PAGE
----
My inner critic likes to try to bring me down.
“What if you really suck at that? You should just give up now.”
“Do they really want to hang out with me? Maybe they’re just being nice.”
“I can’t even compete. Look at how amazing everyone else is. I’ll never succeed.”
Etcetera, Etcetera, Etcetera.
Sigh. Why does she talk to me like that?
We all have inner critics saying variations of the same things. So, what can we do? Here are three ways I’ve found to shut that voice down and feel better about myself.
1. Realize that EVERYONE has an inner critic.
Oprah? Has an inner critic. Tim Ferris? I’ve seen him talk about his inner critic! Jennifer Lawrence? Inner critic, I guarantee you. That person you feel you can’t compete with because they are so awesome? Super crazy inner critic.
Just like everybody poops, everybody has an inner critic. So, when you feel intimidated by someone or like you can’t compete, try to remember that they are struggling with the same thing you are. You are completely, wonderfully, perfectly normal for feeling like this. It’s part of the whole human experience shtick. You are an amazing, deserving, loving person just like everyone else, despite what your critic says.
2. That’s the hurt part of you talking. Ask why he or she is saying those things.
Sometimes I get into a loving dialogue with my inner critic. I know that that voice comes from a place that feels hurt, sad or less than. When I’ve asked my inner critic why she says these things, I’ve heard some interesting answers.
“I’m just trying to keep you from making a mistake and feeling disappointed.”
“If you truly believe that he loves you, you’ll have to give up the self concept that you’re unlovable.”
“If you don’t rock the boat, you’ll be less likely to alienate people.”
3. Understand that what the inner critic is saying is likely from an old tape loop that’s playing over and over, but isn’t relevant to who you are now.
You’ll notice that there are themes to what our inner critic says and the particular times he or she pops up to whisper nasties in our ears. If you look at that what and when you hear your inner critic, you’ll see some patterns.
Is it around work? When? Is it talking to bosses? Or when you want to share an idea? Is it around friends? Or in your romantic relationships? Look to see if you can spot the patterns.
Then ask yourself, “Is that true about me? Was it ever true about me?” Sometimes you’ll find that your inner critic has latched on to an old narrative. For example maybe you didn’t have many friends in high school. But now you do, so why is the critic still making you feel insecure around your friends? Or maybe you had a terrible relationship with your father and felt like you disappointed him, and now you feel that way about any boss or person in charge.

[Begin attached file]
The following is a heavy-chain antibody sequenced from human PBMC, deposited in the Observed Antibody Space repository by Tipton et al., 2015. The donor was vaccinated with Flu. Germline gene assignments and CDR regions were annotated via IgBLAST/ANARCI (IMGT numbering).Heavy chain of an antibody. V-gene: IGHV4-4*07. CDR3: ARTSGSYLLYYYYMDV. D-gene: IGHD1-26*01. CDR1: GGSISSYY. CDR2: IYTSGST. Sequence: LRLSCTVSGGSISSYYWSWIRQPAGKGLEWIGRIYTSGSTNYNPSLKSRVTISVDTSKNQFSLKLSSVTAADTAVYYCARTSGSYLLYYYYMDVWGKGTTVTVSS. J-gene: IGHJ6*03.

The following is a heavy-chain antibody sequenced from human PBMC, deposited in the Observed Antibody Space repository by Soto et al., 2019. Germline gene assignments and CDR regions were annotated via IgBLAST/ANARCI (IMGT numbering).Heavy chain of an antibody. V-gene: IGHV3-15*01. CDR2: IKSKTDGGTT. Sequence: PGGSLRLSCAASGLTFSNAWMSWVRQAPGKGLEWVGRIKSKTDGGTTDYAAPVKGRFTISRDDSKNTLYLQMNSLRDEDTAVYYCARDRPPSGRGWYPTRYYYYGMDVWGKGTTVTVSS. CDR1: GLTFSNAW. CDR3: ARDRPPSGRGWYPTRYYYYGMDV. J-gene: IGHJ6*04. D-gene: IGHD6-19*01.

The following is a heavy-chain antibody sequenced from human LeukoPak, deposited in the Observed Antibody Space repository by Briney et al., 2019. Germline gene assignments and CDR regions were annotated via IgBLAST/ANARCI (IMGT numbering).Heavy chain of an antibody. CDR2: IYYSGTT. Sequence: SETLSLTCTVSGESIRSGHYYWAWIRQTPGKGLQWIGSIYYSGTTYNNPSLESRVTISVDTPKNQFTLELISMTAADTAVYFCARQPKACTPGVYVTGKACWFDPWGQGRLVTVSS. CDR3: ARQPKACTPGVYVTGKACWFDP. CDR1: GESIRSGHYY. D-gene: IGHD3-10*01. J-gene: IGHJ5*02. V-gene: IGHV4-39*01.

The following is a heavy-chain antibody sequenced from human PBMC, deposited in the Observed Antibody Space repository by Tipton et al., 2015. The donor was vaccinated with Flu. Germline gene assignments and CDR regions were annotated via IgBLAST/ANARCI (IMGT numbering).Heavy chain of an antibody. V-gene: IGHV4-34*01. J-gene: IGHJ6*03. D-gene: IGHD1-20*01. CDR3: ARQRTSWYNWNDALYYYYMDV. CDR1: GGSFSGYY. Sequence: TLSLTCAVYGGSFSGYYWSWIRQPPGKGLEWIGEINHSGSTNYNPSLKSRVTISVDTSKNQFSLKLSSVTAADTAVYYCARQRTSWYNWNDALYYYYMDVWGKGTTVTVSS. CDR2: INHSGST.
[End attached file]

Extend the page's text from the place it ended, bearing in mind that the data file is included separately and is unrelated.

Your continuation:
If you do find these patterns, here’s an exercise to help let them go.
Sit quietly and close your eyes. Imagine your inner critic sitting across from you. They may look like you or they may look entirely different. Ask them for a peace treaty. Tell them you want to come to an agreement about your highest good. Tell them that you want to find happiness and the causes of happiness and they are running a script of an old unhappiness that isn’t true anymore. (Note: at this point, they may rant and rave about how you don’t deserve happiness. That’s fine, that’s just what they do. If this happens, send them pure love and ask them once again to listen.) Show them what you know in your heart – that you are a kind, amazing, passionate person who is looking for success, happiness and human connection. Ask for their help in achieving this. Tell them it’s only sapping the energy you could be putting toward finding these things when you have to rehash old patterns or old hurts through their criticisms. Ask them if you can leave the past in the past, and live in the now. See them nod in agreement. It’s time to move on. Take a deep breath again, and open your eyes.
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